- Knowledge –Knowledge is often a double-edged sword, as you typically recognize your own personal knowledge as common sense and anything unknown by you is extensive (or even unnecessary). When it comes to being a business owner, it is important that you constantly evaluate knowledge and take a step back! It is impossible for anyone you know to have the exact personal knowledge as yourself – and it is important to impart that on your employees. Never assume that every experience is the same. Additionally, it doesn’t hurt to learn from your employees’ experiences and reach out to other successful business owners in your industry!
Allocating Your Budget
With the new year rolling in, it is the perfect time to readjust your budget. Ultimately, this is how you decide you will spend your money on a weekly, monthly, quarterly, and yearly basis. If you plan to expand your services or open a new storefront in the spring – that goes in the budget! If you plan to attend a business owners summit in the fall – that goes in the budget! Planning the big expenditures for the year up front will help you determine your cash flow for the year so that you know how much money will be available for unexpected costs.
Here are the categories you can expect to plan in your budget this year:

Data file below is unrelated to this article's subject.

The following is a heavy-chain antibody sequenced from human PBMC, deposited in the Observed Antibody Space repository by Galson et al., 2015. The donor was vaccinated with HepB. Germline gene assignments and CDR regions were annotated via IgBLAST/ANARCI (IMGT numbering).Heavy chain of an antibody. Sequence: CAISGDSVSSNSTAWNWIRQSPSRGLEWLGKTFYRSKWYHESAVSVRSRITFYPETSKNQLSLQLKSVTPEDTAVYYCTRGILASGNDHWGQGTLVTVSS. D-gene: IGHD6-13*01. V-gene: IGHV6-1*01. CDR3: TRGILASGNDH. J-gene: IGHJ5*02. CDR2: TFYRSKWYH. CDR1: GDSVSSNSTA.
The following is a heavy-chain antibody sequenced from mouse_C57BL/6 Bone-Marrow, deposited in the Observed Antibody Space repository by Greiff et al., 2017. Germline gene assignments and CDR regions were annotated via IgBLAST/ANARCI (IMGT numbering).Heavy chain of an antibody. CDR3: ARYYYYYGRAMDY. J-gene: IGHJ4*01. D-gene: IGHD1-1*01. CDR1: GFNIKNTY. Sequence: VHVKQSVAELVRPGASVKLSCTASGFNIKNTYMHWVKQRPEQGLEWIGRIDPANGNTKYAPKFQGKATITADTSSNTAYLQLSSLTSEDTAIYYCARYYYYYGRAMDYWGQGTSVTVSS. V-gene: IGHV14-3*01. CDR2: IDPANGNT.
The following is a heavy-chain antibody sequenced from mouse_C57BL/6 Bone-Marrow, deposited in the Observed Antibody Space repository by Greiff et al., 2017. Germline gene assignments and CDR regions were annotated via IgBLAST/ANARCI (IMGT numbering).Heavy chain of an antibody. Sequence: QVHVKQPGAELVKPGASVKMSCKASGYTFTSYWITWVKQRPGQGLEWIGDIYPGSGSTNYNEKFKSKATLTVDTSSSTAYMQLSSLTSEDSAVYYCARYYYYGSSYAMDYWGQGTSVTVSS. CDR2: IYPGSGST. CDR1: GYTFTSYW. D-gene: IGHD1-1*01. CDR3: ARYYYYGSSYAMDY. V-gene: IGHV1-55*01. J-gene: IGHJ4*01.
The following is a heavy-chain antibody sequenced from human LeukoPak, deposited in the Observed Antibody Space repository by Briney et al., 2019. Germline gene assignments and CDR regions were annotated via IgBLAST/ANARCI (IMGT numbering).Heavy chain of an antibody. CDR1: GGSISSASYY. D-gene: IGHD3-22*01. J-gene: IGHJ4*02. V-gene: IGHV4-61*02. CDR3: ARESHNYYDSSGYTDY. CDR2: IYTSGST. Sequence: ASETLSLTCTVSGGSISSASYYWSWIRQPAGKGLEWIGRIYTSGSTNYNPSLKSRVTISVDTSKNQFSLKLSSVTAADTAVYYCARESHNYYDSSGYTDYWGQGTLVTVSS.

- People – This category is reserved for W-9 employees. Ensure that you budget raises, bonuses, and possible promotions as well. Raises and bonuses can be budgeted as a bucket to draw from when you want to reward your hardest working employees. Just be sure to not empty the bucket too quickly!
- Travel Costs – This category is comprised of the travel expenses for both you and your employees this year. Make sure that if you have big events planned that the travel costs are also budgeted for within this category!
- Vehicles – If you or your employees utilize company vehicles, it is important to budget the cost to run the vehicle and the maintenance costs for the year as well.
- Equipment – Equipment is a broad term used to describe many tangible resources. For some businesses, equipment may be a factory machine that assembles products, while for other businesses, equipment could refer to something as simple as an electric pencil sharpener. Be sure to budget for new equipment purchases as well as equipment repairs.
- Consumables and Supplies – This will likely be the category you find you need to create a weekly budget for. Consumables and supplies may include copy paper, pens, dry erase markers, toilet paper—the list will seem endless at this point in the year. Be sure to review how much you spent on each item last year and see if you can adjust the budget to help improve consumption. For example, limiting the number of pens that employees can take from the supply closet will marginally help your profit for the year, but if you follow the same procedure for each consumable and supply, you will find that your profit base can improve drastically.
- Subcontracts – Subcontracts is the services you get from other people or businesses. Good examples of these include printing services, marketing services, or a BBB subscription. Again, you will want to evaluate the value of each subcontracted employee or service you utilize. Ensure that their cost is creating profit for you.